THE CHARIOT OR THE CHARIOTEER?
I recently wrote a post on my economics blog about robots where I used a deliberately provocative line from Marc Andressen who was quoted in a Raghuram Rajan article as asking people whether in the future they will be among those who will be commanding a robot against a majority who will be commanded by robots. As I watched the season opener, the Australian Grand Prix, of the 2013 season, a question that has dogged me for my entire Formula One viewing career started to emerge out of its hibernation, much like the engines of the F1 cars had over the testing season. Who rules the circuit? Man or machine? Most fans I talked to lamented that too much technology were making the races uninteresting as a tech divide among teams was killing all competition. It is an understandable sentiment. Nobody wants their life to become mechanical to the point of being a drone and as a sport Formula One is no exception.
I have never been hugely enthused about Formula One. Maybe it’s just that me and cars don’t get along. I have never completed a single lap without crashing in video games, let alone complete races and have never quite gotten the hang of driving a real car. That doesn’t mean I am a Formula One antagonist who is about to hector you on the pointlessness of driving cars round and round burning lots of fuel and rubber resulting in a mini ecological cluster copulation. On the contrary, I enjoy my occasional Formula One race unless it clashes with my nail filing schedule. And I have enjoyed watching drivers such as Michael Schumacher, Ayrton Senna, Kimi Raikkonen and Sebestian Vettel strutting their stuff on tight chicanes at mind warping speeds.
There is an oft quoted line that is attributed to Ernest Hemmingway who apparently said that there are only three sports: bullfighting, mountaineering and motor sport and the rest are merely games. Hemmingway’s criteria for classifying something as a sport seems to be related to the mortal danger that the protagonist would be in when involved in the activity. No self respecting Formula One fan would need reminding of how dangerous the sport is – the tragic and infamous death of Ayrton Senna is proof enough and the fact that there has been a posthumous champion (Jochen Rindt in 1970) tells you how dangerous the early days were (13 drivers lost their lives in the decade between 1950-1960; that would be a mortality rate close to that of climbing Everest). Naturally, therefore, the FIA, which regulates the sport has focused on making safety a priority. However, the push for safety also seems to have fundamentally clashed with Formula One’s other goal – to be a rocking cradle for automobile innovation.
WHO’S IN THE DRIVER’S SEAT?
In a paper titled ‘Formula One Racing: Driver vs Technology’ the author Stephanie Young from Stanford writes that ‘Formula One has always been a sport with a dual mission statement – to promote competition between drivers who operate the machinery and constructors, who develop, produce, test and then race the technology. And sure enough, we have seen plenty of that in display over the decades. Legendary drivers apart, many of the manufacturers, from BMW to Ferrari brought in innovations that eventually made it to some of the cars you and I, well mostly you (I don’t drive) drive.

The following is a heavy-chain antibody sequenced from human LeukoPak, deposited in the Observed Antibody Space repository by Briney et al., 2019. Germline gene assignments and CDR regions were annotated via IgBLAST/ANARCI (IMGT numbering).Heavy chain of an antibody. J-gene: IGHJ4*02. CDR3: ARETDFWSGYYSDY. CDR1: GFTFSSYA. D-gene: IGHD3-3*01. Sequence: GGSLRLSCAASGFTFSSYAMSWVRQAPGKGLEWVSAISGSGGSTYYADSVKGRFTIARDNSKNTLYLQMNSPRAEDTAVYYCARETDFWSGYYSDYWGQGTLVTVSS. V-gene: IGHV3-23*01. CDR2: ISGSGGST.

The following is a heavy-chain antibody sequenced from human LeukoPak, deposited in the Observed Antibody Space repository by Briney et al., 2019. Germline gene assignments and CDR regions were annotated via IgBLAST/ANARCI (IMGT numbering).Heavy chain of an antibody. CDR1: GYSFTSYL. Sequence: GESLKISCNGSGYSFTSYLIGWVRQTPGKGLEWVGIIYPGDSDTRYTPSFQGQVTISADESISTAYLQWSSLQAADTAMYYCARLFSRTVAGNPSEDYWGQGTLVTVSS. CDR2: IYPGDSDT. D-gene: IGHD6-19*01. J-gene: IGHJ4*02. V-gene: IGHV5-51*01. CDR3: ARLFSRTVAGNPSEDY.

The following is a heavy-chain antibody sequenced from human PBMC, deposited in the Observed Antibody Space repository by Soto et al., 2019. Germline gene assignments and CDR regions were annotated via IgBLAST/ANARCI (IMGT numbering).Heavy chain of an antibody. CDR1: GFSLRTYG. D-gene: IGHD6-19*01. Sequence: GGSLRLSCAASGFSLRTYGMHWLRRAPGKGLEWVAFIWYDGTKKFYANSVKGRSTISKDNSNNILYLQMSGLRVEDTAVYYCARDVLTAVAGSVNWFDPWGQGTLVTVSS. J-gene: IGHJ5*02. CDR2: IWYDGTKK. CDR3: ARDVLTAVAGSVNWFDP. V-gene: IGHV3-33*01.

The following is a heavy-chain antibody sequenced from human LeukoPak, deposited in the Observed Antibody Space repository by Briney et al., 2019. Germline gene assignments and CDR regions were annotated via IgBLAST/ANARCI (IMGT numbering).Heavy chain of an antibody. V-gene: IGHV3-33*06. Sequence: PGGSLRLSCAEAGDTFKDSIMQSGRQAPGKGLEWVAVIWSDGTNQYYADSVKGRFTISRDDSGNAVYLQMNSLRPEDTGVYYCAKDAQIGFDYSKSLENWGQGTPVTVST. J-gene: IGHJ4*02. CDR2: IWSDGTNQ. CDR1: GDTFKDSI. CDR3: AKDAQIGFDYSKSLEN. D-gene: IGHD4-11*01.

Lotus, the team the winner of the 2013 Australian Grand Prix, Kimi Raikkonen, drives for have incidentally been long standing pioneers in the sport in their original avatar as the British Green Lotus Team. In the 70s Lotus brought in new aluminum chassis that replaced space-frame design, improvised on ground force aerodynamics that made cars faster, especially at corners and with improvements in underbody design made the cars get a better grip. It was the next phase of innovation, though, that really brought the tech vs skill debate to the starting grid. Turbochargers for engines (which gave them more power) made things so onesided that McLaren pretty much swept the 1988 season winning 15 of the 16 races. The FIA promptly banned turbochargers in 1989.
But that didn’t stop the march of technology. Lotus (again!) were making improvements to the electronics of the cars which was paving the way for better modulating driver control of the car from semi automatic gearboxes (just like the automatic transmission cars that are so popular these days) to how hard the brakes needed to be applied. Steve Machett, a former mechanic with Ferrari and later Benetton, describes in his book ‘The Mechanic’s Tale’ how he decided to move from Ferrari to BMW and not Porsche because of the work BMW was doing with electronics (BMW, in the late eighties, led the field as far as modern electronics was concerned, he writes). He goes on to say how Ferrari had the most sophisticated engines but they were fitted with a rather rudimentary system for the ignition that corroded the engines. In this respect, Formula One cars have evolved like planes have. Airplane control systems have become more and more sophisticated and reliable not just because of mechanical improvements (say, sturdier material for wings or powerful engines that guzzle less fuel) but also because of electronic controls that allowed pilots to control these things more precisely and effortlessly. In the airline industry parlance, the systems are called Avionics and today’s aircraft are so advanced that they can practically be entirely run on auto pilot. The reason they aren’t is very simple – it’d freak all of us passengers out! Which brings us back to the F1 drivers.